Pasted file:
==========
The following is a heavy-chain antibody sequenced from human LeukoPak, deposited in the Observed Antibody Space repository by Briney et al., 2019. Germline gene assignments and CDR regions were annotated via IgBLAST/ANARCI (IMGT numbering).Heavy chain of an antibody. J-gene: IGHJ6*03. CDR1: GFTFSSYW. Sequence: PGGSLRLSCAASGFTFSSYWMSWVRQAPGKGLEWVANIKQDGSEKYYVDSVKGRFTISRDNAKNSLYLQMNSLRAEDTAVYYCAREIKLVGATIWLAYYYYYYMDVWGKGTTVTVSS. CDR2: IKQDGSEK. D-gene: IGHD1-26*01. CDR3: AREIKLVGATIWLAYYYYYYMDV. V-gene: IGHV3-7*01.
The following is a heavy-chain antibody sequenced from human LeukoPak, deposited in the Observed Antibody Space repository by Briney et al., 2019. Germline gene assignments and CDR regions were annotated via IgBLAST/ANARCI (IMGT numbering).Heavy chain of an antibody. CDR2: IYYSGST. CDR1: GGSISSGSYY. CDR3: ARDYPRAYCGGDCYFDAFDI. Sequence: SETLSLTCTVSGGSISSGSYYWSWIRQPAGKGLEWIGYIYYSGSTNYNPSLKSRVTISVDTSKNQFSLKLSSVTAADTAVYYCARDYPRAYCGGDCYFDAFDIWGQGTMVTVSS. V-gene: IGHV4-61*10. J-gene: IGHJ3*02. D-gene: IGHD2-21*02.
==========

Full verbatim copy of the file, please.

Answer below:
The following is a heavy-chain antibody sequenced from human LeukoPak, deposited in the Observed Antibody Space repository by Briney et al., 2019. Germline gene assignments and CDR regions were annotated via IgBLAST/ANARCI (IMGT numbering).Heavy chain of an antibody. J-gene: IGHJ6*03. CDR1: GFTFSSYW. Sequence: PGGSLRLSCAASGFTFSSYWMSWVRQAPGKGLEWVANIKQDGSEKYYVDSVKGRFTISRDNAKNSLYLQMNSLRAEDTAVYYCAREIKLVGATIWLAYYYYYYMDVWGKGTTVTVSS. CDR2: IKQDGSEK. D-gene: IGHD1-26*01. CDR3: AREIKLVGATIWLAYYYYYYMDV. V-gene: IGHV3-7*01.
The following is a heavy-chain antibody sequenced from human LeukoPak, deposited in the Observed Antibody Space repository by Briney et al., 2019. Germline gene assignments and CDR regions were annotated via IgBLAST/ANARCI (IMGT numbering).Heavy chain of an antibody. CDR2: IYYSGST. CDR1: GGSISSGSYY. CDR3: ARDYPRAYCGGDCYFDAFDI. Sequence: SETLSLTCTVSGGSISSGSYYWSWIRQPAGKGLEWIGYIYYSGSTNYNPSLKSRVTISVDTSKNQFSLKLSSVTAADTAVYYCARDYPRAYCGGDCYFDAFDIWGQGTMVTVSS. V-gene: IGHV4-61*10. J-gene: IGHJ3*02. D-gene: IGHD2-21*02.